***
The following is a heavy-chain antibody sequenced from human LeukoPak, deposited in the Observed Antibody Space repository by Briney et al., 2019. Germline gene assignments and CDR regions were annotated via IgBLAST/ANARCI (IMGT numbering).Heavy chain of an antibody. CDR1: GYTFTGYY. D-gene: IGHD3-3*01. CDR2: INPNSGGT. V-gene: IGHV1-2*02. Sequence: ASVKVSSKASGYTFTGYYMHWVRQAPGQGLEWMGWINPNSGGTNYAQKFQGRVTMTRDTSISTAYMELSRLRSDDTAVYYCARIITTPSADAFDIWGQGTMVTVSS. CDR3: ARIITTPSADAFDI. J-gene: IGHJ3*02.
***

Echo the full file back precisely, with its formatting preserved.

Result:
The following is a heavy-chain antibody sequenced from human LeukoPak, deposited in the Observed Antibody Space repository by Briney et al., 2019. Germline gene assignments and CDR regions were annotated via IgBLAST/ANARCI (IMGT numbering).Heavy chain of an antibody. CDR1: GYTFTGYY. D-gene: IGHD3-3*01. CDR2: INPNSGGT. V-gene: IGHV1-2*02. Sequence: ASVKVSSKASGYTFTGYYMHWVRQAPGQGLEWMGWINPNSGGTNYAQKFQGRVTMTRDTSISTAYMELSRLRSDDTAVYYCARIITTPSADAFDIWGQGTMVTVSS. CDR3: ARIITTPSADAFDI. J-gene: IGHJ3*02.